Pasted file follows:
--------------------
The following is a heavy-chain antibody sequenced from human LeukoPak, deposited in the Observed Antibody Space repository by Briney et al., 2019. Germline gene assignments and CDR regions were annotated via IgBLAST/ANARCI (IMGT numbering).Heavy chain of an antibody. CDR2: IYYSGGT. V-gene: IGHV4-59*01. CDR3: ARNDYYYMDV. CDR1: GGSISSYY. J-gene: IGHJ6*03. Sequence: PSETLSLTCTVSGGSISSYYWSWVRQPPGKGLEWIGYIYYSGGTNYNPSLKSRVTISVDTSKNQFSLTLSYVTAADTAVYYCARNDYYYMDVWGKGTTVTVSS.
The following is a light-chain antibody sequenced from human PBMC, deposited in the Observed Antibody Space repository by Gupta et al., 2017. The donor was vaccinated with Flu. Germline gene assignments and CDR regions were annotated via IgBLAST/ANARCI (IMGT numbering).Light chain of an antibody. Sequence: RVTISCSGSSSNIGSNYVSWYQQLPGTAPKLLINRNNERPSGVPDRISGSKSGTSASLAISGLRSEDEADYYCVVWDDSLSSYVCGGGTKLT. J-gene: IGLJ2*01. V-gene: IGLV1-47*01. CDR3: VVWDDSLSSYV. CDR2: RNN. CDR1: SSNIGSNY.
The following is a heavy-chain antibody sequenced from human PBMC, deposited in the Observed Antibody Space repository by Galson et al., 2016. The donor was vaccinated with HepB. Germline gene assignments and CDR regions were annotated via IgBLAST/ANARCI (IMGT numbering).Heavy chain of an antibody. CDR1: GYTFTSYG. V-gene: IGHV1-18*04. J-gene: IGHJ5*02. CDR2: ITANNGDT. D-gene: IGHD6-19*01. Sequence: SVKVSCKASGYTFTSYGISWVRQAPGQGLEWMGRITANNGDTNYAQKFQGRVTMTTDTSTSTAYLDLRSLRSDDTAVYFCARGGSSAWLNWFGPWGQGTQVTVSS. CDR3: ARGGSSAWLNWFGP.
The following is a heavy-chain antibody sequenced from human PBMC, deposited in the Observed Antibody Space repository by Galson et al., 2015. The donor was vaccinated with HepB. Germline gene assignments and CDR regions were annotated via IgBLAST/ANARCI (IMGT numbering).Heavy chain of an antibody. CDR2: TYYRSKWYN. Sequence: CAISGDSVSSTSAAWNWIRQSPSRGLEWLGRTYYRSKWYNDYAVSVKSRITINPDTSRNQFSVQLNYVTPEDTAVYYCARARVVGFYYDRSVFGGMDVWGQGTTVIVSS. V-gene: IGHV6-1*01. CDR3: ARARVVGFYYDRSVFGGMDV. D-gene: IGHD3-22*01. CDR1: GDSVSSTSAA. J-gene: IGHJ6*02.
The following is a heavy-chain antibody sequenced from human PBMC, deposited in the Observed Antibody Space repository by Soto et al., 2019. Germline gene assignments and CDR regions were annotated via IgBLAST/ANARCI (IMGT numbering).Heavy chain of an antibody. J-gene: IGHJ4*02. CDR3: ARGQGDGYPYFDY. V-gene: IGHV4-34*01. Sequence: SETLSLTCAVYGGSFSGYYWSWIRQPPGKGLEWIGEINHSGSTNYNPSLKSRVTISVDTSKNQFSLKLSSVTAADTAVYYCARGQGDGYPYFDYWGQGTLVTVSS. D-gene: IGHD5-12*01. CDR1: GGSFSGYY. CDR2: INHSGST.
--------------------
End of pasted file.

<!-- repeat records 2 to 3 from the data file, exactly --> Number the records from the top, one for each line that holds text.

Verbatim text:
The following is a light-chain antibody sequenced from human PBMC, deposited in the Observed Antibody Space repository by Gupta et al., 2017. The donor was vaccinated with Flu. Germline gene assignments and CDR regions were annotated via IgBLAST/ANARCI (IMGT numbering).Light chain of an antibody. Sequence: RVTISCSGSSSNIGSNYVSWYQQLPGTAPKLLINRNNERPSGVPDRISGSKSGTSASLAISGLRSEDEADYYCVVWDDSLSSYVCGGGTKLT. J-gene: IGLJ2*01. V-gene: IGLV1-47*01. CDR3: VVWDDSLSSYV. CDR2: RNN. CDR1: SSNIGSNY.
The following is a heavy-chain antibody sequenced from human PBMC, deposited in the Observed Antibody Space repository by Galson et al., 2016. The donor was vaccinated with HepB. Germline gene assignments and CDR regions were annotated via IgBLAST/ANARCI (IMGT numbering).Heavy chain of an antibody. CDR1: GYTFTSYG. V-gene: IGHV1-18*04. J-gene: IGHJ5*02. CDR2: ITANNGDT. D-gene: IGHD6-19*01. Sequence: SVKVSCKASGYTFTSYGISWVRQAPGQGLEWMGRITANNGDTNYAQKFQGRVTMTTDTSTSTAYLDLRSLRSDDTAVYFCARGGSSAWLNWFGPWGQGTQVTVSS. CDR3: ARGGSSAWLNWFGP.